- The market misprices Amazon’s earnings and sales potential.
- Amazon is not oversold, technically, but the chart setup is increasingly bearish.
- AWS has substantial operating income potential going forward.
Amazon.com Inc. (NASDAQ:AMZN) has been in an extended down channel since August, and the stock appears poised to challenge its previous 52-week low in the near term.
I believe that the market has become too afraid to touch Amazon following a weak sales forecast for 4Q-22, and that a potential drop to a new 52-week low should be viewed as a buying opportunity (and as a Christmas gift).
Amazon is a true economic heavyweight, with multiple businesses that generate billions of dollars in operating and net income each quarter.
Furthermore, Amazon’s stock trades at an absurd valuation, despite the fact that AWS is an industry leader in its field.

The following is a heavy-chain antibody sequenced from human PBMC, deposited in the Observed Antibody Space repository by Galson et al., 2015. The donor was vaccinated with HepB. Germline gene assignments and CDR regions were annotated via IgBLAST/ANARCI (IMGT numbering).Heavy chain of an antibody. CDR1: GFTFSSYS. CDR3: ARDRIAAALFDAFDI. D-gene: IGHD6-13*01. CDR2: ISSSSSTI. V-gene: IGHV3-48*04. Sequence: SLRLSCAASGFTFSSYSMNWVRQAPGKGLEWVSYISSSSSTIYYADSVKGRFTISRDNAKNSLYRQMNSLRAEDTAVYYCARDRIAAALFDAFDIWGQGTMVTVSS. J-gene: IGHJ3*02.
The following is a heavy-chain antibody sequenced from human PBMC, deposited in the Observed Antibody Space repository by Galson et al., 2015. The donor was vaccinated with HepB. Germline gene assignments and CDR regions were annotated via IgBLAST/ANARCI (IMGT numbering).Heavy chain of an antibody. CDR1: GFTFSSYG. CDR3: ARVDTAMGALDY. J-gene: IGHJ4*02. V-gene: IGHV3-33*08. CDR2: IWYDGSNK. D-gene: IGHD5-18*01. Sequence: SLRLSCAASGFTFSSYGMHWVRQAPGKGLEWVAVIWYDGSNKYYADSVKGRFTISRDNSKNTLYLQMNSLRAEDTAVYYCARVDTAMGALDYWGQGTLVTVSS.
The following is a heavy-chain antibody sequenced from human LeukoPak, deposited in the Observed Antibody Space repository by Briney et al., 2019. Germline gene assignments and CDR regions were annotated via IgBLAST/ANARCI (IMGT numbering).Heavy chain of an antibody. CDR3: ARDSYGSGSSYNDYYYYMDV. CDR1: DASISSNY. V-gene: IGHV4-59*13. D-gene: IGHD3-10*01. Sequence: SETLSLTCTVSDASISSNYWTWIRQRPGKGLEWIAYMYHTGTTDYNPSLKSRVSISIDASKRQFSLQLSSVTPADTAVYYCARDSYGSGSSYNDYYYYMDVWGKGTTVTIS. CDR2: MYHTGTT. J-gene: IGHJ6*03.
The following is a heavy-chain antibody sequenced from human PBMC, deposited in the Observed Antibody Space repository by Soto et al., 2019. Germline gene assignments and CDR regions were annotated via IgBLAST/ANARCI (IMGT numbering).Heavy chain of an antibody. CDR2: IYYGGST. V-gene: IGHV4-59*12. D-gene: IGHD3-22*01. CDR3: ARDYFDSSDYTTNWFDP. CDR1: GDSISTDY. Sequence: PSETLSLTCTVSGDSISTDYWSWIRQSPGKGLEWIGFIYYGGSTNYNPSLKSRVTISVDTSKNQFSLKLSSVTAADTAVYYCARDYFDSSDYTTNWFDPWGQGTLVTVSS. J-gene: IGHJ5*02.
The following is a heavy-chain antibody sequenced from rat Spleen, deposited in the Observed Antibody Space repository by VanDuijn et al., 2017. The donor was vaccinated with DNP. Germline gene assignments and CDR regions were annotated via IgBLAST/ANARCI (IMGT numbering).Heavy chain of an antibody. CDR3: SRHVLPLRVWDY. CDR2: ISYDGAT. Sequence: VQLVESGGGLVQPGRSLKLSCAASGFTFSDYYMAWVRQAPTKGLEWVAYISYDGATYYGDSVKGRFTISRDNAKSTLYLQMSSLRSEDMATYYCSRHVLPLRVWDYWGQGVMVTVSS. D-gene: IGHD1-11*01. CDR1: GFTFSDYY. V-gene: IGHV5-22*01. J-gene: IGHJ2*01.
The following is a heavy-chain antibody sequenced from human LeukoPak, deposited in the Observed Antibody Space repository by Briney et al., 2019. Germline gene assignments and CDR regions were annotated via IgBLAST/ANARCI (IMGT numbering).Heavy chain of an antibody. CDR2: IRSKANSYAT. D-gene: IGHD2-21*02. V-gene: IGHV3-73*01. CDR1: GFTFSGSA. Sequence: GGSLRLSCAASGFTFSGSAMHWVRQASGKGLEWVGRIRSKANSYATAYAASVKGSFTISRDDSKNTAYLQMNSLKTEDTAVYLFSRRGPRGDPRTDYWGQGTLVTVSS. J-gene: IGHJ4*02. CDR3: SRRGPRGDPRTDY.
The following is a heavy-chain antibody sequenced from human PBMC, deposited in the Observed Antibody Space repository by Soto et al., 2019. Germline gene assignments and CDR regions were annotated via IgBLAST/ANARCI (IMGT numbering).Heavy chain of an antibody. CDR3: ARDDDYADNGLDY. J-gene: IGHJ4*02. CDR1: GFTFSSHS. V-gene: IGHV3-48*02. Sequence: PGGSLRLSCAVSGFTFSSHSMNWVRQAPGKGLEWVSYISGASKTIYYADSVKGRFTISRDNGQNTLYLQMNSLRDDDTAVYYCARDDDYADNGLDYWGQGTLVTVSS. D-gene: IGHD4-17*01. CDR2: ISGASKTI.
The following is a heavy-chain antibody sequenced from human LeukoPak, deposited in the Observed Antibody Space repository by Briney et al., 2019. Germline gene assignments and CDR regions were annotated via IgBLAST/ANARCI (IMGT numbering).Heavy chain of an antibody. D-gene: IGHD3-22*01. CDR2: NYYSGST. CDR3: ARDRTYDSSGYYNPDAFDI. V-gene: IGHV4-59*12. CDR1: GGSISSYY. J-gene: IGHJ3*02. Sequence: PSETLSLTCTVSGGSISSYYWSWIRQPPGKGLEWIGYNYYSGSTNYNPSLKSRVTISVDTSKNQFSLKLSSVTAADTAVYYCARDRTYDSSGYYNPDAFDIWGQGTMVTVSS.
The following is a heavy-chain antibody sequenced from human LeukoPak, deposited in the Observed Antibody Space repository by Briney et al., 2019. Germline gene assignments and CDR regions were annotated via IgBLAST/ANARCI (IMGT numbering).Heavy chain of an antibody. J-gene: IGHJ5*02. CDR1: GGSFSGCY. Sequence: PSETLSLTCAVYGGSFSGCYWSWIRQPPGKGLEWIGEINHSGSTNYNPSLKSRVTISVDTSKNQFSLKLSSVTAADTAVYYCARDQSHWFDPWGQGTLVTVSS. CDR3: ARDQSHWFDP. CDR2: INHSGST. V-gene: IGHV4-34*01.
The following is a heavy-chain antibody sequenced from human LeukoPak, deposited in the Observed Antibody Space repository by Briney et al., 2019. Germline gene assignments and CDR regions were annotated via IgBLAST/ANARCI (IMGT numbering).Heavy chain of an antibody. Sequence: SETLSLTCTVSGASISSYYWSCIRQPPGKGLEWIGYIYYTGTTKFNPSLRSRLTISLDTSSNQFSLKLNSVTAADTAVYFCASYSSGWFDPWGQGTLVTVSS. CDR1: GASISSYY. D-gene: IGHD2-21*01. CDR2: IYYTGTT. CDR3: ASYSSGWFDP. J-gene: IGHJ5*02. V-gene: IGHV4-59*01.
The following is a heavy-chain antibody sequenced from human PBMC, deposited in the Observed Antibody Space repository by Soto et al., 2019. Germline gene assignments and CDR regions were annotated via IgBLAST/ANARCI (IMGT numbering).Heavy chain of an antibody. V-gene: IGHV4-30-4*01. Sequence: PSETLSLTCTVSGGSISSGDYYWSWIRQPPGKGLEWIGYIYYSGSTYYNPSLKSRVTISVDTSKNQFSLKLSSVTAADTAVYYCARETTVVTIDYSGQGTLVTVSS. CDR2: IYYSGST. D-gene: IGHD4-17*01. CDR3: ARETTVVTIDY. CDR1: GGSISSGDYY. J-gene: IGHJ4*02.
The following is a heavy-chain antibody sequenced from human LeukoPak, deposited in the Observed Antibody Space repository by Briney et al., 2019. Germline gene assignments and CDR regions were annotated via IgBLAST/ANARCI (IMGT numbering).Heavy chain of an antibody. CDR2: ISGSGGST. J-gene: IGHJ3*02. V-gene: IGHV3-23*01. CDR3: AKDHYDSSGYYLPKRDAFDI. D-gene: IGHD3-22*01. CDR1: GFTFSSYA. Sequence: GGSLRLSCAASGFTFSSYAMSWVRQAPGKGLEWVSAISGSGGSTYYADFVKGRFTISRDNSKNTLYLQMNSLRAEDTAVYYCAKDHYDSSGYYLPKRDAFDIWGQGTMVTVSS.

Given Amazon’s exorbitant valuation and the negative market sentiment toward AMZN, I believe investors should become greedy.
The Technical Setup In The Short-Term Is Very Bearish
Amazon is in a downward spiral, and even the company’s strong third-quarter results were insufficient to propel Amazon’s stock into a higher market valuation.
In terms of Amazon’s chart situation, three bearish indicators have appeared since August:
- The stock price fell through the 50-day moving average in September, accelerating the stock’s downward momentum;
- The stock ‘gapped down’ following the 3Q-22 report and failed to recover in time; and